The book can inspire a host of art projects, from making African style masks to musical instruments to beads. The children in Jumping Jenny contributed to the fundraising fair in all different ways. One of the fun things that they did was make beaded jewelry. Uganda has a tradition of making beautiful beads out of magazines called Mzuri beads. These are fun to make and with some advanced planning, you can even control the color schemes by paying attention to the prominent colors of the magazine pages you use. It is also a great way to recycle old magazines!
A few weeks before you plan to do this project, ask parents to send in their old magazines. Depending on the amount of time you have, and the age of your class, you might want to prepare some of the magazine strips in advance. Make a number of beads beforehand so you have examples to show the class. If you have access to a computer, you can also print out photographs of the beads from some of the websites listed as additional resources below.
This project could also be an opportunity to talk about global poverty. Please see the section on global poverty for Related Links.
Jumping Jenny Art Extension Activity:
To create African beads similar to Mzuri beads in the style and technique of beads made and sold by Ugandan women.
- old magazines and catalogs
- paint brush
- juice box straw or coffee stirrer
- varnish (optional)
1. Cut triangles from your paper approximately 2 inches or less across the bottom and about 10 inches tall. Each triangle will make one bead – about twenty beads will make a necklace, but it really depends on how long you want the necklaces to be. You might want to pre-cut the strips for your class. If you pay attention to the colors on the page you are using, you can somewhat control the color of the beads.
2. Place the triangle wrong side up (the side that you don’t want to show) on the table. Lay the straw along the wide end of the triangle.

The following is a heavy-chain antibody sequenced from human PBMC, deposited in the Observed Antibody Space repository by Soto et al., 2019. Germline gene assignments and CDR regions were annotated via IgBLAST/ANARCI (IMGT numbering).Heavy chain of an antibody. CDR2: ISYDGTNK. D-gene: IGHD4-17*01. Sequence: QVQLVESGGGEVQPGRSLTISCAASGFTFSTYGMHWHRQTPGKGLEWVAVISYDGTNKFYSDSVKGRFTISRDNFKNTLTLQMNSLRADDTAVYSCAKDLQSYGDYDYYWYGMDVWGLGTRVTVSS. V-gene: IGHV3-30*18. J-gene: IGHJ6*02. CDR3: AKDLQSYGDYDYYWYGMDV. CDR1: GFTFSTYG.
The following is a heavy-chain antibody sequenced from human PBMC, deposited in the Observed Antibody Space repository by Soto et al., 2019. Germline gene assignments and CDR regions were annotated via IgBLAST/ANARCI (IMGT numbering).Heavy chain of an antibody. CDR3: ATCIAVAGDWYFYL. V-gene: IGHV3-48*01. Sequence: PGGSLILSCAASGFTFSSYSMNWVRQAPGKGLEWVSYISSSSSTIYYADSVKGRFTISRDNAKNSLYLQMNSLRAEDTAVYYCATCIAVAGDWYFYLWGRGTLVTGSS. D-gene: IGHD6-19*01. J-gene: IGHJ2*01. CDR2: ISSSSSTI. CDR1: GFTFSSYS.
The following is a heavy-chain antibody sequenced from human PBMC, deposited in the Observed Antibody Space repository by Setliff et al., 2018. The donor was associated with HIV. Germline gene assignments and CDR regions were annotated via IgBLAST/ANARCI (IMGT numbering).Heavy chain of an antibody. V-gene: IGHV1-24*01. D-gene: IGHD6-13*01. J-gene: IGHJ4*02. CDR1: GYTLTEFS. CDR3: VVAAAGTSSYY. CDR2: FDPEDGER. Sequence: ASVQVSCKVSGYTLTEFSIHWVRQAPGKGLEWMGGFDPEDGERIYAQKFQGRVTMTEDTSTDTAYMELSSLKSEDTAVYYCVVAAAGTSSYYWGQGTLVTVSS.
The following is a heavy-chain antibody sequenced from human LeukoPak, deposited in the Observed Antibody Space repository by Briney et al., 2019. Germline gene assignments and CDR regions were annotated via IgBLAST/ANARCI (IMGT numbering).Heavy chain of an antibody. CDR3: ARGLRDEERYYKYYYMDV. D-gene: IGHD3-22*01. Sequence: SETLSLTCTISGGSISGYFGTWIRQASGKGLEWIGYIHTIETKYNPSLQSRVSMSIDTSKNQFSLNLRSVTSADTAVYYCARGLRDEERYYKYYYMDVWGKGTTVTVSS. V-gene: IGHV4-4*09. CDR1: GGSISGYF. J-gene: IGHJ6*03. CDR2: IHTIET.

3. Tightly roll the strip around the straw twice, starting with the widest side.
4. Put glue on the remainder of your triangular strip and continue to roll the paper evenly, until you reach the pointy end of the triangle.
5. To finish the bead, glue down the narrow end and hold it in place until the glue sets.
5. Slip bead off of the straw and let it dry for about an hour. You can continue to make as many beads as you like, by following steps 2-5.
6. String the beads on heavy thread, a shoe lace, laniard or wool. Remember to tie a knot at each end so the beads don’t slip off. Then tie the ends together and you’ve got a necklace.
7. If you want the beads to look shiny, you can use a non-toxic varnish. Follow the instructions on the bottle to allow enough time to dry.
http://www.mzuribeads.com/about-the-bead. This website site includes a video tutorial that shows how to make the beads a well as a store for buying them from Uganda.
http://www.beadforlife.org/ BeadforLife works to eradicate extreme poverty by creating bridges of understanding between impoverished Africans and concerned world citizens. The website includes curriculum materials about Global Poverty: How Youth Can Make a Difference
http://emberarts.com is another American organization that partners with women in Uganda, East Africa to create beautiful jewelry using recycled paper and plastic.
http://www.outreachuganda.org/Host_A_Party.htm includes information about how you can help the Ugandan Pit-tek Women increase their bead sales by hosting your own Bead Party.
http://www.ugandabeads.com/ All of the beads on this site are made from recycled paper by poverty stricken people in the displaced person camps of Kampala, Uganda. Site includes ideas for hosting bead parties and other fundraising activities.